Removing disused oil rigs may damage the environment more than leaving them in place, researchers have found.
Seabed landers sent to the bottom of the North Sea detected lower than expected levels of heavy metals escaping from polluted mud into the water.
The study, by a team at the Dunstaffnage Marine Laboratory, Oban, is the first to investigate the problem in situ and it suggests the government is wrong to propose that all steelwork be stripped away during decommissioning.
Graham Shimmield, director of the Scottish Association for Marine Science, concluded there was the potential for higher levels of pollution during rig removal.
Several hundred thousand tonnes of waste have accumulated on the bottom of the North Sea around many of the 250 oil and gas installations.
These drill cuttings are made up of drilling mud, lubricants, detergents, corrosion inhibitors and other chemicals as well as fragments of the underlying rock. The mixture contains heavy metals that have a severe impact on seabed life.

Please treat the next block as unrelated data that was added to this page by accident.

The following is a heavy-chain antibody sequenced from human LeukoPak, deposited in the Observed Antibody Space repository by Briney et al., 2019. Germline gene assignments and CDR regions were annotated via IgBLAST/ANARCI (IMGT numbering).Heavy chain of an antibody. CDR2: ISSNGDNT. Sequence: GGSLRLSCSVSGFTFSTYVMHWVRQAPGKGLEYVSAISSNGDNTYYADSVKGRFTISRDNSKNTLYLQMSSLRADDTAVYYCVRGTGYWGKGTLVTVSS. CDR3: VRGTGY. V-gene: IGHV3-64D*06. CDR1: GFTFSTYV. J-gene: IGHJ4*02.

With many North Sea oil and gas fields reaching the end of their useful lives, concern has grown about the environmental impact.
Professor Shimmield's team used remotely operated vehicles to place tripod-mounted landers the size of refrigerators on the seabed. Sensors on the landers allowed the scientists to measure subtle differences in chemical levels in the water between mud particles. They found that in stable conditions, negligible quantities of heavy metals seeped into the overlying seawater. This might have been because seabed bacteria converted soluble metals into an inert mineral form rapidly.
In the lab, the scientists disturbed cuttings mud for 50 hours and detected a tenfold increase in metal concentration in the water.